Victoria Carmen Sonne graduated from The Danish National School of Theatre in 2016. She was immediately cast in Rasmus Heisterberg’s “In the Blood” and won her first Bodil, the Danish Critics’ Award. In 2017, she starred in Hlynur Palmason’s festival darling, “Winter Brothers,” and won the Robert Award for her performance. With her breakout role in Isabella Eklöf’s “Holiday” that premiered at the 2018 Sundance Film Festival, Victoria won her second Bodil Award. Recently, she can be seen in leading roles in Marie Grahtø’s “Psychosia” that screened at the 2019 Venice Film Festival and in “Miss Osaka” by Daniel Dencik.
Tara Karajica talks to Victoria Carmen Sonne about being an actress, a European Shooting Star, women in film and her next projects.
What made you want to become an actress?
Victoria Carmen Sonne: When I was 14 years old, I was working in a video rental store – playtimevideo, the discount version of Blockbuster. We barely had any costumers, so I got to watch so many films behind the counter during my shifts. I randomly found this one Danish director whose films I really liked. I watched all the films he had made by then at the store. About one week after the marathon with that director’s films, I stumbled upon an ad in a free newspaper that I found on the bus, on my way to school. It said: “AUDITION” and then, the name of that director. He was looking for young people for his next feature. I showed up at the address for the audition after school and ended up getting the part in the film. That’s when I tried acting for the first time and fell in love with the filmmaking and character work. I’ve been doing it ever since.
Your breakout role was in Isabella Eklöf’s Holiday as Sascha, a trophy girlfriend in an abusive relationship. It’s a very controversial and daring film. Can you elaborate on that from the point of view of your character?
V.C.S.: I mean, Sascha’s view might be that Michael is the trophy. She’s suppressed, for sure. But she’s also choosing herself to be in that brutal relationship. She learns herself the dynamics in that environment and she fights for her place in the group. I think Sascha is more in charge of her fate than we could think, but her decisions – that she makes herself – are probably something most people will see as morally wrong decisions.
Can you talk about Sascha? How do you see her?
V.C.S.: She’s a woman searching for love, admiration and a place to belong. Somehow, Michael and his gangster group/family can provide her with that. She feels seen and powerful. And that’s exactly what she’s dreaming of. She’s greedy and lonely with a great sense of humor, warmth and a curiosity that brings her in certain situations where the consequences are something she couldn’t predict.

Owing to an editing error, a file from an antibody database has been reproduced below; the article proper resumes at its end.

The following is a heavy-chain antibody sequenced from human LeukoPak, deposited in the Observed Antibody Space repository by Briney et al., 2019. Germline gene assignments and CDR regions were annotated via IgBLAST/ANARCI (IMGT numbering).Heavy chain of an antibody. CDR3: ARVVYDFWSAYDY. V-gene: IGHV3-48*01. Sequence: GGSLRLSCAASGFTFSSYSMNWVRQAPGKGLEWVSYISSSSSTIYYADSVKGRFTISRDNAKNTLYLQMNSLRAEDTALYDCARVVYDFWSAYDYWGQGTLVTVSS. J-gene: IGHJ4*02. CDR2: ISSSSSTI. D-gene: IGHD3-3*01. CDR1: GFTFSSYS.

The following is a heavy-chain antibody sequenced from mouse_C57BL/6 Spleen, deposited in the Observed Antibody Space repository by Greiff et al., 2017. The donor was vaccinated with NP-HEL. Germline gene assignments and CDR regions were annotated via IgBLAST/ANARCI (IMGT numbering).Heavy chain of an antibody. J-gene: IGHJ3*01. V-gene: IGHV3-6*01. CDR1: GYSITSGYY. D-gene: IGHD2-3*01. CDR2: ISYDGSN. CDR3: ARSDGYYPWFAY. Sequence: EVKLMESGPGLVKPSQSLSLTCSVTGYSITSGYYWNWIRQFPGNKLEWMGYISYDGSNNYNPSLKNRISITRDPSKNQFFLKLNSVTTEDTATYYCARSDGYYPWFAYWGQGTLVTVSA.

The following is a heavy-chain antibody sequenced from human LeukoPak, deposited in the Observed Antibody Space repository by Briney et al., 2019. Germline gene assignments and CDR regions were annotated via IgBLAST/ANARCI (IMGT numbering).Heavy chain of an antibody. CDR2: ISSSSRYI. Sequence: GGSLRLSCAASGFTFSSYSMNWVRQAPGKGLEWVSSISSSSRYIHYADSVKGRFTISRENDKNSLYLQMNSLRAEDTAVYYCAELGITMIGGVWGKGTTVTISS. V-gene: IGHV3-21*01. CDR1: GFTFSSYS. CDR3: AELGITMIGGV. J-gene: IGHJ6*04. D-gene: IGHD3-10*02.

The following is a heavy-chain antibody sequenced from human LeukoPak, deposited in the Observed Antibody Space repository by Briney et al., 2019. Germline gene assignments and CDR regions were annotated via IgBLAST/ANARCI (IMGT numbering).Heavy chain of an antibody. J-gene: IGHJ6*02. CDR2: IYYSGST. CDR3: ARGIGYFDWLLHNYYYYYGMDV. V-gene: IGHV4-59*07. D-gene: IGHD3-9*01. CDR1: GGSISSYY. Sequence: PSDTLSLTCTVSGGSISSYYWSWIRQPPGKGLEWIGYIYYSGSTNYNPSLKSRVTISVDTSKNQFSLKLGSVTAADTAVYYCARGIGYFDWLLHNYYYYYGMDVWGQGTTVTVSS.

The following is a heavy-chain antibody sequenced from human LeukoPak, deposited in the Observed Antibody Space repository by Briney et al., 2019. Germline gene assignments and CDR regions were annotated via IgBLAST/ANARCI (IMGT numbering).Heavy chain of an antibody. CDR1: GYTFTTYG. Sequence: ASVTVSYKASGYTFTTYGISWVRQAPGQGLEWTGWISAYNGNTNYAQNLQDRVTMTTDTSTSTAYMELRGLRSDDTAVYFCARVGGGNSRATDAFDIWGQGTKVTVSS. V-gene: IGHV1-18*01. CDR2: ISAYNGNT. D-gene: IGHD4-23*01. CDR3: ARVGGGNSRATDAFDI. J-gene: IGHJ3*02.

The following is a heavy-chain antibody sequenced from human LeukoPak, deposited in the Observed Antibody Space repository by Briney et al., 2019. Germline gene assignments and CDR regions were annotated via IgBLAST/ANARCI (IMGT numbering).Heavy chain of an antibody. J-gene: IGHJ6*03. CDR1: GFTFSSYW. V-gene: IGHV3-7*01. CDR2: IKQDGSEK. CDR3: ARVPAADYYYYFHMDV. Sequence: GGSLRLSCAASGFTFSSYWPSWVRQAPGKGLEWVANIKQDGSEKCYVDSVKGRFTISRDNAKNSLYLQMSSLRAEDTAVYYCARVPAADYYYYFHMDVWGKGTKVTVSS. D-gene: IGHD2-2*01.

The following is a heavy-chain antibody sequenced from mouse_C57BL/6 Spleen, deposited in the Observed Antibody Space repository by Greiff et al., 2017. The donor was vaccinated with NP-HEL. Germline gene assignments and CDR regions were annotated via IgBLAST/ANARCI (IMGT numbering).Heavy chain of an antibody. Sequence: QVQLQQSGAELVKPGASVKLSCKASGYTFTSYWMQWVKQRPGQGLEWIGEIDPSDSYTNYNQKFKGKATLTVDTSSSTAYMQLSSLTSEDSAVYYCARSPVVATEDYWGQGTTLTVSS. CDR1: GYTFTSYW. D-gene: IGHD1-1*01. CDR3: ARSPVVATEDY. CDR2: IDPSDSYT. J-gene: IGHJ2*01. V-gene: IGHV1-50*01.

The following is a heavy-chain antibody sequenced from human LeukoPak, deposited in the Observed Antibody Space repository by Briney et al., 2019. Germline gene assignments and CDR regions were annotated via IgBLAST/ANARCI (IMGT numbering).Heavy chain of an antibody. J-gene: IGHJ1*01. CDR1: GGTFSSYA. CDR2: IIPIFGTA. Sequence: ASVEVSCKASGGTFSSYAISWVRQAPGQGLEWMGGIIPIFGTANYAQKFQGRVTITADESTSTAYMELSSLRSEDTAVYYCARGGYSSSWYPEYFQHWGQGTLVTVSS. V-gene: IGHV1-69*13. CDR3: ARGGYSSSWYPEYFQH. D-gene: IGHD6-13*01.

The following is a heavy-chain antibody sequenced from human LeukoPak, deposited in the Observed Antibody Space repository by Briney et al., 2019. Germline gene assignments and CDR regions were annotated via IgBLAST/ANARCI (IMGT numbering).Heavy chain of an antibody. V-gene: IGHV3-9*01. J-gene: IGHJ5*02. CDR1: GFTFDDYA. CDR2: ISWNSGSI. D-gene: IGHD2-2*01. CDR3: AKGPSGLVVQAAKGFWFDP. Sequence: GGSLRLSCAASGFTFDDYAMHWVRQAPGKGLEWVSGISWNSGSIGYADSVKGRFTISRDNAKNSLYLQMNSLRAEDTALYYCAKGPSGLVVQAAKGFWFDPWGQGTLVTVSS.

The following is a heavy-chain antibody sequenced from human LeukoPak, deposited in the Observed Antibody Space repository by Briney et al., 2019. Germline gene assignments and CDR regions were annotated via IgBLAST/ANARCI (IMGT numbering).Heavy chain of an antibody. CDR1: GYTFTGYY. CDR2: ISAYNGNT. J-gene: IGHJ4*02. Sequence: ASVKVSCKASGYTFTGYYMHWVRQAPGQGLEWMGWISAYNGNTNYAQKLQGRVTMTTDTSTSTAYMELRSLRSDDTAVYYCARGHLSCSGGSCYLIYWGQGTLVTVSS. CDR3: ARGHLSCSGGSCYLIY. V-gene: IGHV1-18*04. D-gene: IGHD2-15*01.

Sascha is far away from today’s Danish beauty standards. How have you prepared for this role?
V.C.S.: Haha! I’m not sure what you mean about the Danish beauty standards. Of course, if you look at the Nordic chic, more good quality basic clothes and a natural look, I guess Sascha is a bit different, but it really depends on where you’re looking. There is also other “Saschas” in the landscape. She’s brave in her way of dressing, but she might tone it down a bit when she’s not on vacation. I bet many of us dare to dress better and wilder when we’re on holiday.
How do you pick a role? Which one is your favorite, if any?
V.C.S.: I love all my roles. Every time I get introduced to a new character, I start a relationship with that role. It’s a bit like falling in love, I feel. I try to get to know them very well and we somehow meld a bit together, get inspired by each other and develop and learn from each other. Yeah, a bit like being in love, I guess. I feel that I choose the project as much as the role. I don’t just look at the specific role, but at the story, the script, the director, etc. And if I feel that there’s something I can connect to, I’m in and a hundred percent devoted.
You have received many awards for your acting, but what does being a European Shooting Star mean for your career and how do you think it will impact it?
V.C.S.: I’m not sure yet. But I’m very honored and excited to get the chance to experience this.
What does it take to be a star, according to you?
V.C.S.: You need to be able to fly, very high in another galaxy. And then, you will burn out eventually. Actually, stars are small suns and when they shoot, it’s because they’re burning out. Dying. But many people probably know this.
There has been a lot of talk about women in film these past two years. What do you make of the situation of women in film? How is the situation in Denmark?
V.C.S.: It’s the same as most other places. But it has definitely improved with more equality and representation the past couple of years. Finally. I feel that some of us have been fighting for years and years, but now, more people are aware of the massive inequality and more people of both genders are trying to bring balance to the film industry.
Who is your favorite female filmmaker? Is there one you would love to work with?
V.C.S.: I love all the special women I’ve worked with and I would do it again in the blink of an eye. And then, I dream of working with Jennifer Reeder. The most remarkable Chicago-based writer and director. She’s one of a kind.
What are your next projects?
V.C.S.: I have some early low budget/art-ish and still unfinanced films in development. But nothing for sure. The future is wide open! Woohoo!
Photo credit: Franne Voigt.
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